The Tory conference announcement that they will increase the discount for 'right to buy' council house sales is a cruel trick on people suffering on housing waiting lists and council tenants looking for a way out of council housing.
Its real role, along with the other new housing policies, is the destruction of 'social housing' in Britain.
Unfortunately Ed Miliband used his Labour Party conference speech to state that Labour's opposition to Margaret Thatcher's policy of selling off council housing had been a mistake.
He prepared the political ground for the Tories instead of launching a fight back. He also argued that the unemployed should be disadvantaged in the queue for social housing. This at a time of rising unemployment due to the crisis and Con-Dem policies.
From the 1980s the Thatcher government led the sell-off of council housing to sitting tenants. This depleted the stock of council housing, particularly better quality homes, contributing to the crisis faced today.
It is easy to see why it had a popular response given rising property prices and under-investment in council housing.
But rising house prices were part of a bubble created by capitalist financialisation and the right-wing, neoliberal policies pursued by the Tories and continued under Labour.
Both parties seem to forget that these policies resulted in the financial crash. New homeowners today face falling house prices, falling wages, insecure jobs; and reduced support if they lose their jobs.
Many 'right to buy' owners found themselves in difficulty when they lost jobs or became sick, but the prospects are far worse now.
Along with measures to hand public land to developers on a 'build now pay later' basis, the Con-Dems' approach is aimed at lining the pockets of their friends in the construction industry and in big business.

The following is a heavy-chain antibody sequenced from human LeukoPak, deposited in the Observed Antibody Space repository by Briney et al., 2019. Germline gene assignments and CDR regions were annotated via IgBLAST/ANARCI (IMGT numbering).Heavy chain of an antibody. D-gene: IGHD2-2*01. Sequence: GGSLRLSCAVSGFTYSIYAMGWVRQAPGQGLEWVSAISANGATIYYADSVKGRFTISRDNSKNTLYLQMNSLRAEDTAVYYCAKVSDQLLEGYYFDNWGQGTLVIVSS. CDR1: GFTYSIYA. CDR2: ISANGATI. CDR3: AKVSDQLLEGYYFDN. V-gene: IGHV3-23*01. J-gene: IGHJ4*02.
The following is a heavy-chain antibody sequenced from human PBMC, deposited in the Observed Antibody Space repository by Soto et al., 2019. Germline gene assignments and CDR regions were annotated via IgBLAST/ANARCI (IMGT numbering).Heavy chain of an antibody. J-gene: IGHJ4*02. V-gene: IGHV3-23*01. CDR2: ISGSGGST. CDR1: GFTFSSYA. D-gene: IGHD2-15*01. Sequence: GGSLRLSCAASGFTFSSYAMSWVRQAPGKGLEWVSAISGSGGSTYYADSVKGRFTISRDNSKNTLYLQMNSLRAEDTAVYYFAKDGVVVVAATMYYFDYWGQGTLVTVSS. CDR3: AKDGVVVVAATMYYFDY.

The government claims that funds raised from discounted sales will be used to replace sold housing with new social housing on a one-for-one basis.
But because of deep cuts to the social housing capital budget the replacement homes will have far higher rents, at up to 80% of the market rate.
They may call this 'affordable' housing but in areas of central London for example, an annual household income of over £50,000 would be required to rent accommodation built on this basis if the residents were not able to claim any housing benefit.
Many of those who can claim some housing benefit would also not be able to afford this housing, as the benefit is often insufficient.
The government claims these measures will result in 200,000 new homes and 400,000 new jobs.
Tellingly, the Financial Times supports the policies because they will help builders' profits but says that the figures are "optimistic verging on the farfetched". If you are on a housing waiting list you might use stronger language!
With rocketing rents in the private sector we need the reintroduction of rent controls, and the new housing benefit caps must be scrapped, but Labour doesn't call for this and actually had its own plans for harsher benefit caps when in government.
We also need a massive programme to build truly affordable public housing. Working class organisations such as trade unions and anti-cuts campaigns will have to fight for this, understanding that Labour has placed itself on the other side.